Microsoft's Security Essentials Kit
key review info
- Application: Microsoft Security Essentials 1.0.1611.0
- Reviewed on:
- Scheduled scans
- (5 more, see all...)
Since migrating to Windows 7 from a Service Pack 3 XP was not too much of a hassle, and with Microsoft Security Essentials freshly launched, it seems only natural to test the latest release in computer protection from Microsoft.
Codenamed Morro, Microsoft Security Essentials is desired to be an additional layer of protection for Windows users. It is free of charge and destined for those who have genuine operating systems running on their machines. Before starting the installation procedure for the application your OS has to pass the genuine validation test, otherwise Microsoft Security Essentials will not find its way in Program Files directory.
But before validation of your operating system the application will warn that it cannot coexist with other antivirus products, recommending their uninstall, thus preventing any eventual clash. However, after all this is done, installation of the program will run smoothly, at the end of which an easy to navigate, clear interface awaits (very similar to Windows Defender's).
It is split into no more than four free-from-confusion-or-doubt tabs that give you a clear look at the current computer state, last definition update or scan history. There is also the “Settings” area where you can configure the application to scan the PC at specific times, define the default actions to be taken when various alert levels are encountered, or enable real-time protection.
Under “Home,” the first tab of the interface, Microsoft Security Essentials presents the current condition of the machine it is protecting. Thus you will be informed if real-time protection module is active or if the virus and spyware definitions are up to date. Besides this, the screen compacts the three types of scans available in the application: Quick, Full and Custom.
Making no exception from the general rule, a quick scan will search the places, processes in memory and registry data on hard disk that is most likely to be targeted by malicious code. Just like its name suggests, a full scan looks in every nook and cranny while targeting down malware. Going with a custom scan is exactly what it sounds like: you control the areas of the computer that should be verified by the application.
On-demand scan is just as much of a standard option these days as all the other three scan types mentioned above, so it could not be excluded from Microsoft Security Essentials' feature list. So you will be able to scan any file or folder by right-clicking it and selecting the scan with Microsoft's product.
Setting up a schedule for the computer to be checked at your convenient times and dates can be done from the “Home” tab as well as from the “Settings” screen. There is absolutely no difference as the same menu is called from both tabs. The panel does not offer complex scheduling scenarios and keeps everything as simple as possible. You set the day, the time and the type of the scan to be triggered, and the application will conform to your specifications, no questions asked.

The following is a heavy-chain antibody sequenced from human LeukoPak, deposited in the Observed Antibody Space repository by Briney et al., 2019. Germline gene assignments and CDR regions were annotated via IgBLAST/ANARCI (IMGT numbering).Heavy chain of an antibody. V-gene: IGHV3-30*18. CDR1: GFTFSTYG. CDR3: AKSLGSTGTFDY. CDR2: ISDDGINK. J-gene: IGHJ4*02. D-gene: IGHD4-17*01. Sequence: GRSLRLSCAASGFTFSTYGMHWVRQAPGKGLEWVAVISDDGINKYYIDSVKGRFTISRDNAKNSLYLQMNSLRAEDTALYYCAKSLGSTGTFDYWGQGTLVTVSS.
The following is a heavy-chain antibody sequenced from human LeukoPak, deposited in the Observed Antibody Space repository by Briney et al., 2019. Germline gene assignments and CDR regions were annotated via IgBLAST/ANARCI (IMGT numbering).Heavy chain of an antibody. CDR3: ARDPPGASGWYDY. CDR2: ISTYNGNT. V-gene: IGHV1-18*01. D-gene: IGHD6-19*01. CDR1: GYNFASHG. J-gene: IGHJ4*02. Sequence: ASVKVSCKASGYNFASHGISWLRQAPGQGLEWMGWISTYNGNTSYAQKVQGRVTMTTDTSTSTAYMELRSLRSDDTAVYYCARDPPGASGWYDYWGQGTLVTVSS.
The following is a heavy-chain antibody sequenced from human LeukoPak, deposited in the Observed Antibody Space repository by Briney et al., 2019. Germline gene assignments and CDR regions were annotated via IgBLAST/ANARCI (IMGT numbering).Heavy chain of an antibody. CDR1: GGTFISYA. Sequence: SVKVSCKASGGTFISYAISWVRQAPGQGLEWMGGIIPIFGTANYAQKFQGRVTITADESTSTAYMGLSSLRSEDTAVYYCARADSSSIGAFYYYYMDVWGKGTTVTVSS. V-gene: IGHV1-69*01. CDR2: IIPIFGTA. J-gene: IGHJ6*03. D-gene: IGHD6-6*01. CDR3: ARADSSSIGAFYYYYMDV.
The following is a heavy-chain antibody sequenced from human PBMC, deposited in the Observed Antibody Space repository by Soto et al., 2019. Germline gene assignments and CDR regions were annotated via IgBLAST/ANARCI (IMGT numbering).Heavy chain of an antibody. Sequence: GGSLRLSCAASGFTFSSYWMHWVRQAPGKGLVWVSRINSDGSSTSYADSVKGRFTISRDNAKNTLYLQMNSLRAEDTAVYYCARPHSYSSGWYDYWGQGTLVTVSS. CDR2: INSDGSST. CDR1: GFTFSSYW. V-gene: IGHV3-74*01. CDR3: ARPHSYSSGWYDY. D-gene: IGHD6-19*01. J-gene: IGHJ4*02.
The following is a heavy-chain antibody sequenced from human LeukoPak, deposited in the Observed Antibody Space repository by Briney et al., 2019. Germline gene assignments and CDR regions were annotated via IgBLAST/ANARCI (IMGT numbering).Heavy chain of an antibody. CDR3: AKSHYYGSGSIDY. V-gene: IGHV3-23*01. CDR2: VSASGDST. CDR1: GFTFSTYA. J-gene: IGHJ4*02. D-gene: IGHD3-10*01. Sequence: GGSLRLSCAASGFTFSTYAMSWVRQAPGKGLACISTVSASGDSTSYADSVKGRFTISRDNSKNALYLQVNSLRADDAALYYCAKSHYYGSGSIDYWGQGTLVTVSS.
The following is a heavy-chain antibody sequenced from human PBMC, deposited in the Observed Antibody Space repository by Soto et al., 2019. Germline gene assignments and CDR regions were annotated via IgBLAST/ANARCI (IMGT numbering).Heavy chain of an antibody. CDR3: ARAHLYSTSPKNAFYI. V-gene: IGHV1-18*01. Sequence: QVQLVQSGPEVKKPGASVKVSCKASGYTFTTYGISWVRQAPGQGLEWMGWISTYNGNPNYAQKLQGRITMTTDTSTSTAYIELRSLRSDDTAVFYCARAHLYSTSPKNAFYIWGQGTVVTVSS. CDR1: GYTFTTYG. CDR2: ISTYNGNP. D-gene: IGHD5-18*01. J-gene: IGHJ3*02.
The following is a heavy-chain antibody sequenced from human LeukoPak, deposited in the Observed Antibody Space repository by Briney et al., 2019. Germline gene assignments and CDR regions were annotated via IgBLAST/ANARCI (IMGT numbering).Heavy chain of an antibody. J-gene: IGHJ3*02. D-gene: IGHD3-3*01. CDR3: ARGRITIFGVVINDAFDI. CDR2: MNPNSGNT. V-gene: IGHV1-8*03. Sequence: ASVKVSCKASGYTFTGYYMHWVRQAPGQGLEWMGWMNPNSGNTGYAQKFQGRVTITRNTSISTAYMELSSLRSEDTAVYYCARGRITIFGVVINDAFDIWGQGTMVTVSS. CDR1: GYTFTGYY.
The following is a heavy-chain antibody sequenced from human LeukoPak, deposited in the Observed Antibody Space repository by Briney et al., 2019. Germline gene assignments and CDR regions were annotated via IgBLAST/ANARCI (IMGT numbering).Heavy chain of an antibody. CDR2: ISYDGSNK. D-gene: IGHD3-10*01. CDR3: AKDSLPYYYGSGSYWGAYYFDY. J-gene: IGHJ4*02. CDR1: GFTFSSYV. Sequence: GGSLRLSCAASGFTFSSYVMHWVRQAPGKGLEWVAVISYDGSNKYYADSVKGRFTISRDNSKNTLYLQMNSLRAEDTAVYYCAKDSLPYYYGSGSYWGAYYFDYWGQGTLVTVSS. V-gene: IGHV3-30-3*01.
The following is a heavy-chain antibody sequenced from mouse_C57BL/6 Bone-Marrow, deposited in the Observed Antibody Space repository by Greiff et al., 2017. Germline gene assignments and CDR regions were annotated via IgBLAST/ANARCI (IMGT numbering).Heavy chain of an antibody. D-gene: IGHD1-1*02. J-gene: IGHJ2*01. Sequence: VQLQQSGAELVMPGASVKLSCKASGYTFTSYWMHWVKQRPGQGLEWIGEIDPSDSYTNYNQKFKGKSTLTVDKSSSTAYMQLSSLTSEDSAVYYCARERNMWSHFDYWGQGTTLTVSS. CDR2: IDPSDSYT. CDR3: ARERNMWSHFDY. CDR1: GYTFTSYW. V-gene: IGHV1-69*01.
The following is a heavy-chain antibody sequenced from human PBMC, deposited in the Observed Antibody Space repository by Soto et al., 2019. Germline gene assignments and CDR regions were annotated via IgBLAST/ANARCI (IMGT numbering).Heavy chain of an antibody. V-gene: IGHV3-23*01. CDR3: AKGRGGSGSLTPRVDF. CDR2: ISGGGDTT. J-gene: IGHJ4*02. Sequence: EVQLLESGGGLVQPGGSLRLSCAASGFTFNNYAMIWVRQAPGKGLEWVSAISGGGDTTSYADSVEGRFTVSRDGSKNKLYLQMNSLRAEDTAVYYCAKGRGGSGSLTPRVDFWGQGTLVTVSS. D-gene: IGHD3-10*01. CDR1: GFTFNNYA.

Additional options present in the scan scheduling screen are checking for the latest virus and spyware definitions before running the planned scan and starting the verification only when the computer is not in use. This second one is a true benefit on slower machines as it ensures that the user's work is not affected in any way by the resource usage required for scanning.
During a quick scan Microsoft Security Essentials “expended” about 90MB of RAM, while CPU fluctuated, with a peak of about 50%. Given that the machine the test was taken on was equipped with a 2GHz Dual Core processor, I would say that lower-specced machines will find themselves giving up a heavy chunk of resources in favor of Microsoft Security Essentials.
The Update section is designed for one purpose and one purpose only: allowing you to manually run a definition update on your PC. One big advantage in the application is that the updating of malware signatures is done automatically without the intervention of the user. However, in some cases, when you leave your computer turned off for a longer while, it will be necessary to start the update process manually (a click of a button should not be too much of an effort for any sort of user). Also, if the definitions are outdated, you will be notified by Microsoft Security Essentials and the interface will turn from the safe green to the alerting red, so you can't miss it.
The “History” tab is where all items detected during various scans are present, quarantined or allowed to function freely. For each selected malicious item you will benefit from information such as malware category it pertains to as well as a brief description, Microsoft recommendation and path to its location. For the quarantined ones the same details are available, along with the possibility to remove or restore them to the original location.